Manufacturers eye profit in car sharing as driverless vehicles change the ownership landscape

19 April 2017

Manufacturers eye profit in car sharing as driverless vehicles change the ownership landscape 

19 April 2017

As autonomous technology looks set to take control of vehicles in the near future, manufacturers are exploring new profit models which may signal an increase in car sharing and a reduction in private vehicle ownership. 

Companies such as Volkswagen, Toyota, Nissan and Daimler have invested in sharing platforms in recent years as they look to exploit the technology, with Volkswagen’s Chief Financial Officer Frank Witter telling the Financial Times that by 2025 ‘a reasonable share of the company’s profits will come from sources that are not currently in its portfolio. The call for diversification comes following the latest ACEA sales figures for March 2017, showing a decline in the German marque’s European market share. 

The view is shared by the European Commission, which in a recent conference on connected and autonomous vehicles highlighted its plans for the development of urban infrastructure to cope with the increase in people able to use the vehicles. It believes that car sharing will decrease the pressure on transport networks while freeing up spaces used for parking, as vehicles are in constant use. Speakers discussed a ‘city of the future’ concept with more green space and less vehicle congestion and pollution, all thanks to the reduction in traffic as a result of different ownership models.  

Germany already went one step further on 30 March, when Parliament passed a car sharing law which gives providers a legal basis for the establishment of reserved parking spaces in public areas, known as 'station-based car sharing.' 

Willi Loose, managing director of the car sharing association said: 'Car sharing is available in 600 cities and towns in Germany. In 588 of these, they are mostly station-based services, mostly medium-sized providers. Their vehicles, unlike the fleets of the large car manufacturers, park more than 90 percent on private space. In inner cities, there are often no more spaces from which these providers can offer their services. This has to change urgently, as station-based vehicles contribute particularly strongly to traffic relief. This is where the car sharing law can help us.'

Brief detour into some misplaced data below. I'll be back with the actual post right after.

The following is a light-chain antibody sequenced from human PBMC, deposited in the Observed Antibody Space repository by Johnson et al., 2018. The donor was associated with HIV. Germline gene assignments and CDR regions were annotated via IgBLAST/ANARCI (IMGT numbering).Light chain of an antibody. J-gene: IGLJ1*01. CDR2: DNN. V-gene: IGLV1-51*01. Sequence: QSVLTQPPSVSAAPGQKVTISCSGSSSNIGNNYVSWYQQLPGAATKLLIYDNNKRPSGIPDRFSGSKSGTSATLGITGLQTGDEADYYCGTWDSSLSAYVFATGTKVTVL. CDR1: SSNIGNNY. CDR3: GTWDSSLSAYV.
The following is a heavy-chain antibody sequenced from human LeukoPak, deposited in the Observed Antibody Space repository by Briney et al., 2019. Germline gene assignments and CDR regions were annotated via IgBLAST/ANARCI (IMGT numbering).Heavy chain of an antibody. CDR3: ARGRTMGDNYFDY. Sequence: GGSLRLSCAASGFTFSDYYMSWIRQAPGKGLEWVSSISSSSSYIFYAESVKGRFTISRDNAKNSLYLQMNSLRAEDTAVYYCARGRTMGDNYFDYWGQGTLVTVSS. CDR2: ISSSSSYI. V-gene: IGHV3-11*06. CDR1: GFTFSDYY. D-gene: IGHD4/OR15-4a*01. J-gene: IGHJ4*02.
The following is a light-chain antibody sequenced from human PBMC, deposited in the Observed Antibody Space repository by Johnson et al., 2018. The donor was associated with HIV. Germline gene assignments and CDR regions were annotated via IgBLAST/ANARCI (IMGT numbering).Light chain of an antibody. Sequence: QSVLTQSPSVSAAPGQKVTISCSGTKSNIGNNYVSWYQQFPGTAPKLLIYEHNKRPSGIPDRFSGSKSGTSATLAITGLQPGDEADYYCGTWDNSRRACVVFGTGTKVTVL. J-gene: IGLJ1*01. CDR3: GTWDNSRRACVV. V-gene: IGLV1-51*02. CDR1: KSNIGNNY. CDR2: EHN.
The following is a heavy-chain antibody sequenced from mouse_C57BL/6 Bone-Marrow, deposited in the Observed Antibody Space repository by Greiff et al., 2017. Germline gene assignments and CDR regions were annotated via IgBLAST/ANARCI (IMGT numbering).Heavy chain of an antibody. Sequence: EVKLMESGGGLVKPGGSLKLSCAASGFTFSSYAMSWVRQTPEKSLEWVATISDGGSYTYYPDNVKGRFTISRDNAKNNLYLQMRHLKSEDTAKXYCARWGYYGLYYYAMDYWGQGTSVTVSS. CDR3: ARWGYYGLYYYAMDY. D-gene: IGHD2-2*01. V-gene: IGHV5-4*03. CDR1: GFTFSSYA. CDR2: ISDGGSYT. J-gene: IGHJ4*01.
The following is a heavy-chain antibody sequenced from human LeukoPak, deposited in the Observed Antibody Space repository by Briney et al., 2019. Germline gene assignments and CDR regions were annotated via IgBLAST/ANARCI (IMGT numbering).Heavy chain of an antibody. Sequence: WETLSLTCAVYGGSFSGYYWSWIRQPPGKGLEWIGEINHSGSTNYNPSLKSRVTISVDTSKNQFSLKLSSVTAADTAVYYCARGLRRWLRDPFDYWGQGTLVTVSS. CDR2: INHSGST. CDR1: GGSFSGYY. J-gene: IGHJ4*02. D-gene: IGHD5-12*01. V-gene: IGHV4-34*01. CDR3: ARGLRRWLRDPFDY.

Currently, according to various studies, vehicles are left to stand for around 95% of a week, with the average UK trip taking just 20 minutes and a vehicle making an average of 18 trips per week. Car-sharing with autonomous vehicles will reduce this amount of inactivity and therefore decrease the number of vehicles on the road at any one time. This is echoed by additional comments made by Willi Loose: 'In a residential neighbourhood close to the city centre, a station-based car-sharing vehicle already replaces up to 20 private cars. Car sharing is a great way to relieve public areas of cars and make them available to all citizens.'  

Ride-sharing applications have seen a large increase in popularity as the ability to access them through mobile apps and online systems has made such services easier to operate. For example, Daimler's car sharing unit Car2Go announced last week that the volume of their rentals increased by 23 percent to 6.2 million in the first quarter of 2017  

In addition, autonomous vehicles offer benefits to those who cannot drive a conventional vehicle, either through age or disability. This has led the SMMT to publish the report Connected and Autonomous Vehicles: Revolutionising Mobility in Society. It believes that ownership trends are already changing and manufacturers must evolve their business models to adapt.  

With a change in vehicle ownership will come an impact on dealerships and fleet sales. In addition, the insurance market will have to develop new protocols to track risk through connectivity and systems rather than driver behaviours and location. Insurers will need to deeply investigate any incidents involving autonomous vehicles to apportion blame based on system failings when a human driver was not in control. This could lead to liability falling to the manufacturer in the case of a defect or impedance of a human taking control of a vehicle.